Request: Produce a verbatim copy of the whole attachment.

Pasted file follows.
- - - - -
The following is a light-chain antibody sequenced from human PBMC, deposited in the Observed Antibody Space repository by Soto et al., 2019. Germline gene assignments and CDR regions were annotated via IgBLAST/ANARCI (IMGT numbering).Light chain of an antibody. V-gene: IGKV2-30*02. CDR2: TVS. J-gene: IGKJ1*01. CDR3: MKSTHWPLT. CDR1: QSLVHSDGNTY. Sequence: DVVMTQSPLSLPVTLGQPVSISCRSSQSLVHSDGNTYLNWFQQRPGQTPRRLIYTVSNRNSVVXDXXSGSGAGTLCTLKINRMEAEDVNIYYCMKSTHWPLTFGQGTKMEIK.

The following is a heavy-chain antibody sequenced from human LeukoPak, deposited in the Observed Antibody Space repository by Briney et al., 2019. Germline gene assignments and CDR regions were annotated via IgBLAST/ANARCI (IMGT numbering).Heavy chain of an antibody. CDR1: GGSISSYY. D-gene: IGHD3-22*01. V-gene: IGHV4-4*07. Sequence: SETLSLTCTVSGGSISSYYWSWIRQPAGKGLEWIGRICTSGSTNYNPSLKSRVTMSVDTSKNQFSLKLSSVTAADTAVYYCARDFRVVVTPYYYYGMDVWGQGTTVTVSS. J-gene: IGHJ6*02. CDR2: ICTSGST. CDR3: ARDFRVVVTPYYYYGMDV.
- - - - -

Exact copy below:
The following is a light-chain antibody sequenced from human PBMC, deposited in the Observed Antibody Space repository by Soto et al., 2019. Germline gene assignments and CDR regions were annotated via IgBLAST/ANARCI (IMGT numbering).Light chain of an antibody. V-gene: IGKV2-30*02. CDR2: TVS. J-gene: IGKJ1*01. CDR3: MKSTHWPLT. CDR1: QSLVHSDGNTY. Sequence: DVVMTQSPLSLPVTLGQPVSISCRSSQSLVHSDGNTYLNWFQQRPGQTPRRLIYTVSNRNSVVXDXXSGSGAGTLCTLKINRMEAEDVNIYYCMKSTHWPLTFGQGTKMEIK.

The following is a heavy-chain antibody sequenced from human LeukoPak, deposited in the Observed Antibody Space repository by Briney et al., 2019. Germline gene assignments and CDR regions were annotated via IgBLAST/ANARCI (IMGT numbering).Heavy chain of an antibody. CDR1: GGSISSYY. D-gene: IGHD3-22*01. V-gene: IGHV4-4*07. Sequence: SETLSLTCTVSGGSISSYYWSWIRQPAGKGLEWIGRICTSGSTNYNPSLKSRVTMSVDTSKNQFSLKLSSVTAADTAVYYCARDFRVVVTPYYYYGMDVWGQGTTVTVSS. J-gene: IGHJ6*02. CDR2: ICTSGST. CDR3: ARDFRVVVTPYYYYGMDV.